This is my brother William, and he is #Autistic
William was born the day after my 9th birthday on October 15th at 11:58pm.
There were complications, and we weren’t really sure if he and my mom were going to make it. William’s the 10th in our family of 11 children, and kind of our miracle child.
Before William was born, we all took bets on his weight to determine who would get to hold him first.
I won the bet, but William stayed in the ICU for another two weeks after my mom came home, so I couldn’t hold him until then.
I saw him for the first time through a glass window. He had needles taped to his hands, a tiny, round, little face, big eyes, and spiky black hair.
We didn’t know William was autistic until he turned 3 and still wasn’t talking.
To be honest, at 12, whether William was autistic or not made no difference to me, still doesn’t, but there’s something about watching your 6 year old brother spell his name on a piece of paper when you weren’t even sure he’d ever talk or write on his own that just hits you right in the soul.
William had a language I didn’t realize only my family understood until I saw other people try to interact with him.
They couldn’t understand what he was trying to say, and all I could think was, “wow, he wants you to not pinch his cheeks, lady.”
When William turned 7, he started talking. Like, really talking. The funny part is, I was so used to understanding grunts, mumbles, blabber, and gestures, I didn’t even notice.
A friend who hadn’t seen William in a while came over and said, “Whoa, Dana, he’s talking!”
Since then, William hasn’t stopped talking.
These days he sleeps on the bottom bunk of our bunk bed in the room he shares with my sister and I.
He wakes up at 5am and whispers, “Dana? Is anyone there? I’m so humgry.”
(HuMgry not huNgry.)
He plays with the neighbor kids, and laughs like a hyena over the most ridiculous things.
And he’s obsessed with all of us being his “fwends” forever.
William has autism, I know.
But to me he’s just my crazy kid brother who eats enough “bread, butter, shelly(ie: jelly)” sandwiches to put us out of house and home.
He’s the baby I stayed awake and listened to cry all night, every night as my mom tried to soothe him after he came home from the hospital.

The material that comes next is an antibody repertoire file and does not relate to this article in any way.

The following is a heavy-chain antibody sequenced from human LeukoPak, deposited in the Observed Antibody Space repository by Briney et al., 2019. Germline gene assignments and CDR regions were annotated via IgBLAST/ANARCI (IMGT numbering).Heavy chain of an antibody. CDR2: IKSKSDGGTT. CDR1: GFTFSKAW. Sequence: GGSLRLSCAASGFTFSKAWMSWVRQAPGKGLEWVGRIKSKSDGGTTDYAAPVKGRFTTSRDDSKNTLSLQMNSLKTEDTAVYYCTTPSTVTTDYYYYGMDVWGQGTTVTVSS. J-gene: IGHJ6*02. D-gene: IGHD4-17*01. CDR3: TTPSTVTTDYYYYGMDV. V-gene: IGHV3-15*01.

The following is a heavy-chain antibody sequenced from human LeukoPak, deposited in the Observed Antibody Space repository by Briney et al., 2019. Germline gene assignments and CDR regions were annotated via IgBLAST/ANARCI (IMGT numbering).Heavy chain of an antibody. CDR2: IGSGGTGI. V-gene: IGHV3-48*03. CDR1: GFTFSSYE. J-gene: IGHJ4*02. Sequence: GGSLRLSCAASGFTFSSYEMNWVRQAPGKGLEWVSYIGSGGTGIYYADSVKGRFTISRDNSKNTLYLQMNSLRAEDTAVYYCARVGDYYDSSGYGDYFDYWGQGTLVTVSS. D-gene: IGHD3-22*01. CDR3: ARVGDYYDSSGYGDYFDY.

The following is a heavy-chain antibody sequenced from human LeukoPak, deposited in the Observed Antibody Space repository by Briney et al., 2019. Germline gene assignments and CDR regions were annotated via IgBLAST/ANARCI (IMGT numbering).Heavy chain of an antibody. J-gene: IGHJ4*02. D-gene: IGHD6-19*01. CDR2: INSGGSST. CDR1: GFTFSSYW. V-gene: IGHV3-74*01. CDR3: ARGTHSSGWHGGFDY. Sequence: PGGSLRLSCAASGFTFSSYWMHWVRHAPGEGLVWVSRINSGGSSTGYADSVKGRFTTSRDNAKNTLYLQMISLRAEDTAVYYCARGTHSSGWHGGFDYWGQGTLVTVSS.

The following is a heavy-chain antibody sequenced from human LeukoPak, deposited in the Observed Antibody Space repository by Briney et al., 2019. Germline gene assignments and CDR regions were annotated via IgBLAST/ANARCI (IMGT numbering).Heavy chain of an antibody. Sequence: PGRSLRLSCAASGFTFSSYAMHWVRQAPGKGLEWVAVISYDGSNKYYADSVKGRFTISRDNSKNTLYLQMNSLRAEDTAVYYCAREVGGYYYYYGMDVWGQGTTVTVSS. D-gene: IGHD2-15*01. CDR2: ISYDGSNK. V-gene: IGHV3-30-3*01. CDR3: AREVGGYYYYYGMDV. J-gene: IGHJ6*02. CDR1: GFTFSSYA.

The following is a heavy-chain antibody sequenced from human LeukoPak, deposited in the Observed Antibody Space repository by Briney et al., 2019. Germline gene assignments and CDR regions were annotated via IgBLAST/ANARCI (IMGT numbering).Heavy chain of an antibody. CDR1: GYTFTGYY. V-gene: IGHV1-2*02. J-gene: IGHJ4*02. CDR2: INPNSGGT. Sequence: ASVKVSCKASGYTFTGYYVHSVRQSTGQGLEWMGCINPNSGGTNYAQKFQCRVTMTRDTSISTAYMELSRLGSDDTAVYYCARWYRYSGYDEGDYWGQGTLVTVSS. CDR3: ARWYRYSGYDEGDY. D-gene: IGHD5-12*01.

He’s the kid I honed all my mad babysitting skills on when I was 13, 14, 15, 16, 17, and now 18.
I believe William’s going to grow up and conquer the world in whatever way he decides he wants to.
And I think the more people aware that autism isn’t synonymous to ‘stupid’ the better off the world will be.
im sobbing right now because my autistic brother has no way of reaching out to me or my family because of his speech impediment. because of it he cannot speak a single word. his learning abilities won’t even let him write. he just keeps getting worse. i just wish he’d get better. i just want to speak to my brother.
[IMAGE DESCRIPTION: Person with a smug expression on their face leaning up against a white radiator. They are wearing a blue hoodie and a knitted rainbow scarf looped around their neck multiple times. /END DESCRIPTION]
Today is World Autism Awareness Day, raising public awareness of the condition and ensuring everyone living with autism gets the support they need. Get a better understanding of the condition with a selection of OUPblog articles.
- From art to autism: a Q&A with Uta Frith
- The new DSM-5: changes in the diagnosis of autism and intellectual disability
- Way to be autism aware
- ASD is now the approved new diagnostic category for autism
- Autism is many diseases
- Autism: a Q&A with Uta Frith
- Can a child with autism recover?
- Is there an epidemic of autism?
- Finding and classifying autism for effective intervention
What are you doing for World Autism Awareness Day?
Image credit: Hand writing the word Autism on a chalkboard under colorful puzzle piece drawings. Image by sdominick, iStockphoto.